The pushback from the Ute Indian Tribe reflects the financial strain some communities will face from a freeze of the government’s fossil fuel leasing program. The new administration of President Joe Biden announced the move this week as part of a raft of measures intended to combat global climate change.
In a letter from the Ute Indian Tribe in Utah (i.e., the Uintah and Ouray Reservation), the head of the tribe’s business committee demanded the federal government exclude tribes from the new orders:
The Ute Indian Tribe and other energy producing tribes rely on energy development to fund our governments and provide services to our members….Your order is a direct attack on our economy, sovereignty, and our right to self-determination. Indian lands are not federal public lands. Any actions on our lands and interests can only be taken after effective tribal consultation.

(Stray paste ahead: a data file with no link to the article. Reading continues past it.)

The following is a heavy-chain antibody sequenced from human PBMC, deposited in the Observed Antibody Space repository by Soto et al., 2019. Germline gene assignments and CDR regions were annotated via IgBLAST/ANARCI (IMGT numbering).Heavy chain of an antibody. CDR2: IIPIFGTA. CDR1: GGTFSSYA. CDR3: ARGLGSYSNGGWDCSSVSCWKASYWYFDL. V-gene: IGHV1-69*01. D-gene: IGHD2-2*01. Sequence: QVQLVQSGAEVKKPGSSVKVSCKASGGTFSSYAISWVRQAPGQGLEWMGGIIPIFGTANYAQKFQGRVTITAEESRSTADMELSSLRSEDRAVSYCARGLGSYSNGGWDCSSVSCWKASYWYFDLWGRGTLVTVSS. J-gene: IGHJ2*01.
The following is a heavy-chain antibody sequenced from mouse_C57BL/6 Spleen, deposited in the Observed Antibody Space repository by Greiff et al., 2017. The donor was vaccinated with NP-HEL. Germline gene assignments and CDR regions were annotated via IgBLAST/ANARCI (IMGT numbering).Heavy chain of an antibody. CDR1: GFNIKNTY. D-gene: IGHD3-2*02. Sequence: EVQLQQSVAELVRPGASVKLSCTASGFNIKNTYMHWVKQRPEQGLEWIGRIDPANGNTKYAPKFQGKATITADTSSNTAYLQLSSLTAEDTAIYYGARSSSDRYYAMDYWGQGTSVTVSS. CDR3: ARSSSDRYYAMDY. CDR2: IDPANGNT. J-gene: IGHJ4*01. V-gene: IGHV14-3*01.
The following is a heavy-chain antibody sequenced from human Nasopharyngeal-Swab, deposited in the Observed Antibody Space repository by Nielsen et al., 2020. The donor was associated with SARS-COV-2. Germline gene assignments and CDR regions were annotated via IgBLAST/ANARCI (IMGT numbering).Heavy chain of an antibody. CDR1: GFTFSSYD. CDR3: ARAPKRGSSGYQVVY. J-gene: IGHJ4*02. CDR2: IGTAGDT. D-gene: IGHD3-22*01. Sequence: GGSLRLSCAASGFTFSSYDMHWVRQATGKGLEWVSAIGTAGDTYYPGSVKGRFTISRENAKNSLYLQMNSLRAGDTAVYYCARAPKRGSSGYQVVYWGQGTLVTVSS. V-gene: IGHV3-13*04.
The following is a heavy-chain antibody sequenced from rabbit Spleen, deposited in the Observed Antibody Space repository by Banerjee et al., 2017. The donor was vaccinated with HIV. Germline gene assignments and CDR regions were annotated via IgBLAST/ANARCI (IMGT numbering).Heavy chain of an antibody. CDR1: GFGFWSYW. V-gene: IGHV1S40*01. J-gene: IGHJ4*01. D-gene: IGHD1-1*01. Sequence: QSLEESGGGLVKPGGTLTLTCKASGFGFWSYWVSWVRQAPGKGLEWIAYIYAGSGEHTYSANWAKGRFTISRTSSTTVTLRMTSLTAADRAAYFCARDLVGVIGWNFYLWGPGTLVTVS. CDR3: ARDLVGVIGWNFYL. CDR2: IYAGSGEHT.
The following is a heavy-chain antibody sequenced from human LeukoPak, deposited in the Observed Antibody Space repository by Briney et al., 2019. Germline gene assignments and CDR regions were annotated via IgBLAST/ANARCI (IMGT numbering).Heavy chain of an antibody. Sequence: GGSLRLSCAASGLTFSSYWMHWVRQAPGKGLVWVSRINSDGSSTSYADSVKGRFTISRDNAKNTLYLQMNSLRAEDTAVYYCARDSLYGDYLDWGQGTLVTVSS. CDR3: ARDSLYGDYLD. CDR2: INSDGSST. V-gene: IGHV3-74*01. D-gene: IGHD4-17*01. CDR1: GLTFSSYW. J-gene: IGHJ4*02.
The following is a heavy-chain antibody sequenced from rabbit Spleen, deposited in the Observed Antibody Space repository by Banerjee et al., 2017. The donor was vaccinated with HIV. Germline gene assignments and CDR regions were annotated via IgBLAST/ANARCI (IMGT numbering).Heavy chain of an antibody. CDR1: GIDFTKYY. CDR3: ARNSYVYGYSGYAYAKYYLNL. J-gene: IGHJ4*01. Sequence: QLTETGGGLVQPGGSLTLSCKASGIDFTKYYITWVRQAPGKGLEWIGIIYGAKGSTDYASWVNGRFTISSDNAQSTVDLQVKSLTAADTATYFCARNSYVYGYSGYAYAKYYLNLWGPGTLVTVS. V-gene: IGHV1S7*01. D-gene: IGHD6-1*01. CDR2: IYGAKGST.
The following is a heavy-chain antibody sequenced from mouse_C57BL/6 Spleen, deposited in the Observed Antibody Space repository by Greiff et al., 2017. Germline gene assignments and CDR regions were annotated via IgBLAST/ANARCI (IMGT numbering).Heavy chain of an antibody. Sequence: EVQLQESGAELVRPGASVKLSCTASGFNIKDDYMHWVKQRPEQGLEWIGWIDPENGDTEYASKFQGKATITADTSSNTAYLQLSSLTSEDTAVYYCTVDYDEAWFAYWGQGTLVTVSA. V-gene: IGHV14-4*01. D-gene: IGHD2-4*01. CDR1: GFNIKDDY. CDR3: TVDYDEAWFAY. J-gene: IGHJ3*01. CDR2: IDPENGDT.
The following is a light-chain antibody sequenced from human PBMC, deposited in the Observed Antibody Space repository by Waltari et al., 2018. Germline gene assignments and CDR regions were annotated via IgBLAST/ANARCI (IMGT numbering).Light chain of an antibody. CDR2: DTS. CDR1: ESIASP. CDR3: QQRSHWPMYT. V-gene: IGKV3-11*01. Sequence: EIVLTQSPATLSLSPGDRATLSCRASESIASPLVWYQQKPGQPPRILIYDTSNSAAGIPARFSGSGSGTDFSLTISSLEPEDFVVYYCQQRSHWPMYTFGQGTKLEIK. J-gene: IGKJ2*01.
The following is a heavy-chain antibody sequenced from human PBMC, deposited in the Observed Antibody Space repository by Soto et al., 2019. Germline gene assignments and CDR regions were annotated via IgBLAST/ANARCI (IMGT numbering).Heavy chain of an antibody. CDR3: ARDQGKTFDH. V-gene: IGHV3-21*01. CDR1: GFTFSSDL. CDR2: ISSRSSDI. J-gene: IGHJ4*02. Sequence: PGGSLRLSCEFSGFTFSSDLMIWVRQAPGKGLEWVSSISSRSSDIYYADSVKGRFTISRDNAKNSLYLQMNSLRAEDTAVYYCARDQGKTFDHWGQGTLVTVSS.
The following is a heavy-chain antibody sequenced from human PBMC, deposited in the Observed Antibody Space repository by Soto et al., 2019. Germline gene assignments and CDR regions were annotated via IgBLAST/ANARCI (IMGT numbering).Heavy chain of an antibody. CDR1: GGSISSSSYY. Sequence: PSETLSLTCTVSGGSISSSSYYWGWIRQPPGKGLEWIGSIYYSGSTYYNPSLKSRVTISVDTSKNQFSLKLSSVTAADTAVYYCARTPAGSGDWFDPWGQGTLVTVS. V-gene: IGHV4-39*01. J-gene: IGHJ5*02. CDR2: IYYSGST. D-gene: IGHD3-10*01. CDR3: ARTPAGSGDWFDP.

The order’s broad nature clearly presents a political problem for the administration. The Democratic Party claims to be responsive to tribal interests. Yet the party also has declared war against fossil fuel extraction—and indeed most forms of mining, drilling, and resource extraction in general—in the name of opposing “climate change.” Nonetheless, for purposes of keeping up appearances, the administration quickly took steps to exempt tribes.
But this only kicks the can down the road.
It’s a fairly safe bet that, in the final calculation, wealthy white environmentalists are more important to the party than tribal interests. After all, environmentalists have more money and are more numerous than voters from tribes that rely on drilling. How much longer will tribes be able to drill on their own lands without aggressive pushback from federal legislators? It depends on how successful the “climate change” faction within the Democratic Party’s coalition is.